May 12, 2018

Last One of the Year? Or Ever?

October 7 & 8, 2017, I taught my last MSF Basic Rider Course (I) of the year. This year, in July, I will be "officially 70" (officially, because I’ve called myself “70 years old” since I passed 68 1/2). I’m having a hard time imagining myself teaching kids and middle-aged students motorcycling at that age. 70 is REALLY OLD and I’m feelin’ it. After one of those half-day classes, I can barely move. Six years ago, I was regularly doing doubles but today I wouldn't touch a double with your legs. Guys a lot younger than me say that their day is finished after a morning or afternoon hiking around the BRC range. I’d still be up for the old 2PM to 7PM classes, but we don’t run those anymore: not enough students. Getting up at 5AM to get to a Cities’ range at 7AM isn’t my idea of a fun way to spend a weekend. Early in the season, driving or riding 50 miles in the dark when I'm exhausted and sore is far from my comfort zone.

Teaching motorcycle classes was a terrific income gap-filler when I first left the medical device industry in 2001; before my consulting and repair businesses took off and the college teaching gig became full-time. Yeah, I enjoyed teaching people about motorcycling and getting to ride the state’s motorcycles for money, but it was always close enough to “work” that I wouldn’t have done it without the money. It’s actually a lot of work. In the early years, 2002-2010 or so, I did 20-something courses a summer; pretty much every weekend of my whole summer for a lot of years.

From 2007 to 2011 I made space for at least one several week long trip every season: Alaska in 2007, Nova Scotia in 2008, the Rockies with my grandson in 2009,. North Dakota ghost towns in 2010, the Lake Superior loop with my brother in 2011. I decided on different excitement at the end of 2011: a hip replacement. I made another loop around Superior late that summer, but I put on a lot fewer miles than I usually rack up on that route. I followed that up with a heart attack and a surgery in late 2012. I retired my businesses and from my college instructor gig after the next spring school semester in 2013 and turned a simple RV retirement trip into an extended and miserable VW repair extravaganza. We moved to Red Wing later that year, sold our house in the Cities in early 2014, and . . . that’s about it. The only trip left on my bucket list would be a run down South America’s Pacific Coast Highway. That’s probably not gonna happen.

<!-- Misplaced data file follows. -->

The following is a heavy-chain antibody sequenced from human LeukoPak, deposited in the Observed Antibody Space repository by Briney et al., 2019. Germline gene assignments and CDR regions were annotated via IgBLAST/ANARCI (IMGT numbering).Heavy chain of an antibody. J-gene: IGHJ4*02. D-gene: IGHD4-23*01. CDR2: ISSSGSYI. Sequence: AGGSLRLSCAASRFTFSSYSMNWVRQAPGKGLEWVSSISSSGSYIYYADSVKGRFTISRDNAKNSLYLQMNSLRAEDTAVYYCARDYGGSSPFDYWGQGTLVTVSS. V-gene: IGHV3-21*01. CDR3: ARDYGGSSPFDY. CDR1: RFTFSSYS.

Since 2014, more than half of my classes scheduled at Red Wing’s site, Southeast Technical College, have cancelled. For the last decade, most of the classes I taught have been at Century College in White Bear, about 50 minutes from our home in Little Canada; but an hour from Red Wing. I have spent a lot of my life arranging my work and home to minimize commuting time and distance (in that order). I’m not going to stop now. I compulsively calculate my actual hourly rate, after 50 years of billing customers for work, and I’m making about $18/hour in real dollars, pre-tax, with the motorcycle classes. Not awful, but certainly not great.

That last 2017 October weekend, I worked with one of my favorite co-instructors: John Wright. If anything could convince me to put in another year or two at this gig, working with John would do it. As always, working with John was in no way like working. I went home sore, a little frustrated with the process and the fact that at least three of the students who "passed" had no business being on a motorcycle, and feeling like I have probably over-extended my use-by-date as an instructor. In early April this year, just like in my first experience with Pat Hahn and the old MSF program, I gave John a volunteer hand with a one-instructor class in Red Wing. After that part-time afternoon on the range, I was almost crippled for a day or so. One of the unexpected benefits of the motorcycle teaching gig has been the people I’ve taught with over the years. The list is long and memorable: motorcyclists and instructors who have not just taught me about motorcycling and teaching, but a whole list of subjects have been explored and appreciated. I feel incredibly lucky that the MMSC opportunity came along when it did; thanks to Pat Hahn and Bill Shaffer for encouraging me to battle through that first mostly-miserable year and the training program. I believe those two friends where hugely responsible for most of the good times that resulted from walking away from my lucrative but miserable medical devices career. If I tried to list all of the instructors I've enjoyed working with, this paragraph would be ridiculous. However, if I didn't mention Greg Pierce and Duane Delperdang, the two program managers who have run the best MNSCU/MMSC program in the state (Century College), I would be sorry for a long while. Not only is the Century program the poster child for a well-run training facility, but those two guys are also a pair of my favorite coaches to work with. Ben Goebel, Mike Jagielski, Jed Duncan, Sev Pearman, and Ken Pierce all make my list of favorite people with whom to spend a weekend standing on hot asphalt for a couple of ten hour day and in the 250+ courses I taught over the years, most of those days were spent with the guys listed in this paragraph.